Microsoft is adding an Accessibility Assistant to Microsoft 365, a boon for those who have trouble seeing, but also a feature that can appear as you type in Word or design PowerPoint presentations.
Look out for a small “person” icon next to paragraphs or bullet points; if it does, it’s a sign that you should revise your content to make it more readable.
Five years ago, Microsoft released the Accessibility Checker, a small tool that helped creators ensure content was readable. The Accessibility Wizard will improve on that, stealing design elements from Microsoft Editor. In fact, you’ll eventually see the Accessibility Assistant panel in Word and other Microsoft 365 apps, which looks like the editor’s recommendations sidebar for identifying and fixing problems. It is scheduled for later this year, Microsoft said. With accessibility becoming more and more important in businesses, you’ll likely see the feature as part of your business environment.
The Accessibility Wizard will start with the features already covered by the Accessibility Checker, making sure that your copy is appropriately colored to provide high contrast and visibility. A related color picker will appear in Word, PowerPoint, and other applications, highlighting which colors will be highly visible in your current design. You may also be asked to review alt text on any images you provide. Those subheadings/alt text snippets are provided via AI, but reviewing them will help ensure an accurate description.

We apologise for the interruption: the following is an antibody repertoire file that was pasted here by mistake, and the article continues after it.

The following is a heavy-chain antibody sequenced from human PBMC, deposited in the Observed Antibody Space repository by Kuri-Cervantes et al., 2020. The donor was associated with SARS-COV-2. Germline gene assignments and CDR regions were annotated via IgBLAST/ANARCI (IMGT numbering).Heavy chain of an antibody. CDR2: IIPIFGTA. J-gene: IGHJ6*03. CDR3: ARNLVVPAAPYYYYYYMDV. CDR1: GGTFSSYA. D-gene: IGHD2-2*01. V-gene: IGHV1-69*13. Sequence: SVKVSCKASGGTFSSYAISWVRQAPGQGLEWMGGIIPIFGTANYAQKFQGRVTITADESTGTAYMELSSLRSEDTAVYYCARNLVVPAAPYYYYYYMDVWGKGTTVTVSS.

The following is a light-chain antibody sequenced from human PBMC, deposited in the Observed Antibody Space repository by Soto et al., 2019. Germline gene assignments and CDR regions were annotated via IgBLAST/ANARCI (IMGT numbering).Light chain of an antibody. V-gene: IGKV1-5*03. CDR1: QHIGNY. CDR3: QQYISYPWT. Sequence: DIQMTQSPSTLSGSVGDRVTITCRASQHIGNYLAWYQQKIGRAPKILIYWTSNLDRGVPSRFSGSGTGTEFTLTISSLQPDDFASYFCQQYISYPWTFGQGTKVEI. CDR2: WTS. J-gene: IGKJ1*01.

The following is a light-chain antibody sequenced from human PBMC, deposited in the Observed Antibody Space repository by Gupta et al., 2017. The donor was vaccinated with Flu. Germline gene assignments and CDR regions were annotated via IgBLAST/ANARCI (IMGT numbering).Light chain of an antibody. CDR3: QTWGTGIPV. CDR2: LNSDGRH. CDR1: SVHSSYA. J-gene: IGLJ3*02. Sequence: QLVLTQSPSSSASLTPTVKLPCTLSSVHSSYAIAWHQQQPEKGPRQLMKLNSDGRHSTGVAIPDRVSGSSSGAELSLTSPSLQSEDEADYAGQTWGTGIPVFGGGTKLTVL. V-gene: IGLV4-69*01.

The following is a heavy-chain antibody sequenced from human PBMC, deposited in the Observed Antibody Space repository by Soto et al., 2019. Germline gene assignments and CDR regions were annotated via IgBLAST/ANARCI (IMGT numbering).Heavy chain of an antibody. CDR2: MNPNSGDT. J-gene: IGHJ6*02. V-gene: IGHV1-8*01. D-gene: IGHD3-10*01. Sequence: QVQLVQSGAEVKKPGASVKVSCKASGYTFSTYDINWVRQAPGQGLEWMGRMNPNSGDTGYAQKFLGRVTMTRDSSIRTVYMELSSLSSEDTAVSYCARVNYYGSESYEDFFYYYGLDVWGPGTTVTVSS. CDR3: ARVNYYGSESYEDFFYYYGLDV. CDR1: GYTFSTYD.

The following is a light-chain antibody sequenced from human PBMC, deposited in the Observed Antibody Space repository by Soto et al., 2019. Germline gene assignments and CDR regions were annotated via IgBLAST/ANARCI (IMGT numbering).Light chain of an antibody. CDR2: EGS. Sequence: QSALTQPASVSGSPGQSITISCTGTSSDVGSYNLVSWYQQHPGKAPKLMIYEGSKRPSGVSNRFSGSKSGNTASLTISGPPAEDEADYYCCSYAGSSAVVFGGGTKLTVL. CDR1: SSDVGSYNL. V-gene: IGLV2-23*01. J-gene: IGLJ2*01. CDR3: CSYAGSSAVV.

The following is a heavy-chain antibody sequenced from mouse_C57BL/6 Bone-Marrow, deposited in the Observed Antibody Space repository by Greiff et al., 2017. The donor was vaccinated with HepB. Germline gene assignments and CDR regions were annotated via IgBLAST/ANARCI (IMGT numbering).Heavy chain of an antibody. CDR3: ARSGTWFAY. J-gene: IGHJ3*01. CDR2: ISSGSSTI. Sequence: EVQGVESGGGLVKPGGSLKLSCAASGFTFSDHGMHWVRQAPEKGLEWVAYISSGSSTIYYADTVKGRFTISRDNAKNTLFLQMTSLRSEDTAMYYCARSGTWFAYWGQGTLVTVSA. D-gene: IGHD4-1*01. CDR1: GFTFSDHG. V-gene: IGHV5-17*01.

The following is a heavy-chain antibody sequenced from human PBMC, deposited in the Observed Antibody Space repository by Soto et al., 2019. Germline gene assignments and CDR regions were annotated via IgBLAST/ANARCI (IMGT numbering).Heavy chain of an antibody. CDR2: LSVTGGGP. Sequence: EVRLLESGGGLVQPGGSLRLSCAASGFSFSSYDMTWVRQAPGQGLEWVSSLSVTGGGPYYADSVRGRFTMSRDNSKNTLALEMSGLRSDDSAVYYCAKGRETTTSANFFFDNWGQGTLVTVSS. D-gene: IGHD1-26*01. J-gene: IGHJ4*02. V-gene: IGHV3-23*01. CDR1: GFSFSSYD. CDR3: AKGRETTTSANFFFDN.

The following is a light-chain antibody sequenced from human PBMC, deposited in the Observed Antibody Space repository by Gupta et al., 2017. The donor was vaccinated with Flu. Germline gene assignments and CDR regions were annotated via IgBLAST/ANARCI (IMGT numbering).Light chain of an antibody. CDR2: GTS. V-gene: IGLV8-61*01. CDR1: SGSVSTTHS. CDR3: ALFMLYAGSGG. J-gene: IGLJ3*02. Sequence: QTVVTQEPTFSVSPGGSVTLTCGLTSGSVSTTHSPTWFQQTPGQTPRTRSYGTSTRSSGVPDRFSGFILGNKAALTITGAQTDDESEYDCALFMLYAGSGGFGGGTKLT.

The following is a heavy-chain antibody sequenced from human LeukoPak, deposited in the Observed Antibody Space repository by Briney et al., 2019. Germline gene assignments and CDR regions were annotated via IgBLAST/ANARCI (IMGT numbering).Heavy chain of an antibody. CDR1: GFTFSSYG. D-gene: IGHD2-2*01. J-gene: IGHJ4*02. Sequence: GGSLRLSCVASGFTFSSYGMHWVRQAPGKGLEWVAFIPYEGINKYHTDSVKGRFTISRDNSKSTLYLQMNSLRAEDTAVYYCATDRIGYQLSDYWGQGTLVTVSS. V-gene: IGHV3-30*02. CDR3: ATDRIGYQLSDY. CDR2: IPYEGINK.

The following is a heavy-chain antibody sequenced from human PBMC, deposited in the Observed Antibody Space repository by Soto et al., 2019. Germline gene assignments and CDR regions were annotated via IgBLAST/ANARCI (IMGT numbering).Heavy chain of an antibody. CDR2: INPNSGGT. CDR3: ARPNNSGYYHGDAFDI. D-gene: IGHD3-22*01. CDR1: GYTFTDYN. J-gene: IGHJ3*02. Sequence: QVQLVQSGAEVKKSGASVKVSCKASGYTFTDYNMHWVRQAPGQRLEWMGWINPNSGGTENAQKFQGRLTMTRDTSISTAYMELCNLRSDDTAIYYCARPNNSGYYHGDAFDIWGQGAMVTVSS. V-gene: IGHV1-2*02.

Eventually, the Assistant will also incorporate other features, which Microsoft will add. Microsoft Editor already vets the inclusion and language of your content; the Accessibility Assistant will do the same. Each “issue” you highlight will link to the appropriate text block, so you can make quick changes to your copy.
At the Microsoft Accessibility Summit, the company announced the Accessibility Assistant, as well as a few other improvements: more languages for its Translator app, porting your Microsoft Business Pen accessories to the Surface Pen, and automatic captioning of images on LinkedIn. Microsoft’s Seeing AI mobile app, which uses your phone’s camera to identify objects around you for the benefit of those who have trouble seeing, also added 1,500 new objects, Microsoft said.